Perhaps the most distinct feature of this study was the ability to engage wide social participation from the public. This has not been previously conducted and understanding the perception of the public may offer healthcare professionals the opportunity to improve public education and risk communication. Our CA models indicate individuals with no prior knowledge or experience in prioritizing zoonoses were capable of producing meaningful results with a satisfactory model fit. Part-worth utility values exhibited face validity with a stronger preference for salient disease criteria levels than non-salient alternatives. The degree to which each disease criterion contributed to the overall decision to prioritize also demonstrated face validity and are consistent with findings from similar studies , , , –. The priority lists derived from applying part-worth utility values from the CA models to actual diseases produced a list of diseases that were reasonable, from a public perspective, for prioritization. More similarities than differences were observed in the strength of preference in disease criteria importance scores between countries suggesting general agreement in disease prioritization between Canadians and Americans.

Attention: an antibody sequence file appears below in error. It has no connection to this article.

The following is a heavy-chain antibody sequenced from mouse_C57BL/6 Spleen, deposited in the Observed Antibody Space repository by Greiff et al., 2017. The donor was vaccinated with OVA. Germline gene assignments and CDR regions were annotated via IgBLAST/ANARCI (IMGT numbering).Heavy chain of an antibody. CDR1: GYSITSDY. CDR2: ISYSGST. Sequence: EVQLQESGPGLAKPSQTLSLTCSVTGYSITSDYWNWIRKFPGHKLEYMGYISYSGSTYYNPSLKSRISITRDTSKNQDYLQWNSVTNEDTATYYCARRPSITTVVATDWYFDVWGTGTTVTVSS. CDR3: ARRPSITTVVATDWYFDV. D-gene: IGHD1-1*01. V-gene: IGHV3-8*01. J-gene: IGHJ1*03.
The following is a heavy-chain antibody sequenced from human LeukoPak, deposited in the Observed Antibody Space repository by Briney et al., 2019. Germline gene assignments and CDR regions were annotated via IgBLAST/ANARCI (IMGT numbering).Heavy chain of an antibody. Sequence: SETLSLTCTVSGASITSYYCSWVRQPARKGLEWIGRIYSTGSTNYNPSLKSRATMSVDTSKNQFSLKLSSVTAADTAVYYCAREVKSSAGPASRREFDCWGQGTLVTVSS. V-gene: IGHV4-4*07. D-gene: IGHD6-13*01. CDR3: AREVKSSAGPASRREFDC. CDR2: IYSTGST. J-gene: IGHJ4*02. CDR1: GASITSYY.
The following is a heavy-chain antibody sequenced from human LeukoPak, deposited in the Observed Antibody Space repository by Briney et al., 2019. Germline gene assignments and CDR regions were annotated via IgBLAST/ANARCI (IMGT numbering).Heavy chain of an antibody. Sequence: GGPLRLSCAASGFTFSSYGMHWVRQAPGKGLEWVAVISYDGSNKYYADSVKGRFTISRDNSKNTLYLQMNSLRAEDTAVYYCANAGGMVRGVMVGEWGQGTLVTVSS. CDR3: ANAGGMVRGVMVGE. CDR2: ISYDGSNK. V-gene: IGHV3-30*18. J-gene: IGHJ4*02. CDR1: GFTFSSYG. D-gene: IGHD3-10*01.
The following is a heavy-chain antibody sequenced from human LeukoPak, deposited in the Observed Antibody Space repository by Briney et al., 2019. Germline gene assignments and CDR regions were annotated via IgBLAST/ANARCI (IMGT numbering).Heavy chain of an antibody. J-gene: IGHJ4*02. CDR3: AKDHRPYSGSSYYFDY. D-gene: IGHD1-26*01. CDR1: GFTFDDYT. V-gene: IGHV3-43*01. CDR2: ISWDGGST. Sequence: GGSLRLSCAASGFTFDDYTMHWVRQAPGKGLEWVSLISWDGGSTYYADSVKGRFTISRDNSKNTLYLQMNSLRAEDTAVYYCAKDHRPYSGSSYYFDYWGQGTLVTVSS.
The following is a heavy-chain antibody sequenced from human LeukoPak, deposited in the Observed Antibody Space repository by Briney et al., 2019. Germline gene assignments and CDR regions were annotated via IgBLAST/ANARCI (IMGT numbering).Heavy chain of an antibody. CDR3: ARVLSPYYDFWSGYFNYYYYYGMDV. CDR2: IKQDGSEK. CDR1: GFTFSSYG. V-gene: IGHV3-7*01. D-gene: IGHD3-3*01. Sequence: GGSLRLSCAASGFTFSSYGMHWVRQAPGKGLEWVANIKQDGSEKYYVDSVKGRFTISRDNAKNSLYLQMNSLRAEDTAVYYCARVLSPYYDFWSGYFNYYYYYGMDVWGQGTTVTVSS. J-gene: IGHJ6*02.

There are some limitations associated with this study. The response rate was low given the length and technical content of the survey, we also used a pre-screened panel to recruit participants; the study populations were therefore highly educated compared to the national populations and the results may not be truly representative of the general public. However, public education and risk communication has the highest impact on those who are educated and actively involved in the community, thus, our study populations likely represent the target population for public health intervention. There was a marked difference in the response rate between the Canadians and Americans, although the cause for this difference is unknown as recruitment strategies and survey design were identical between countries. It is important to note that while response rates differed dramatically, the study populations did not deviate considerably from their respective national populations or from each other in terms of gender, age and education. The difference in response rate is therefore unlikely to have resulted in substantial differences in the results between countries.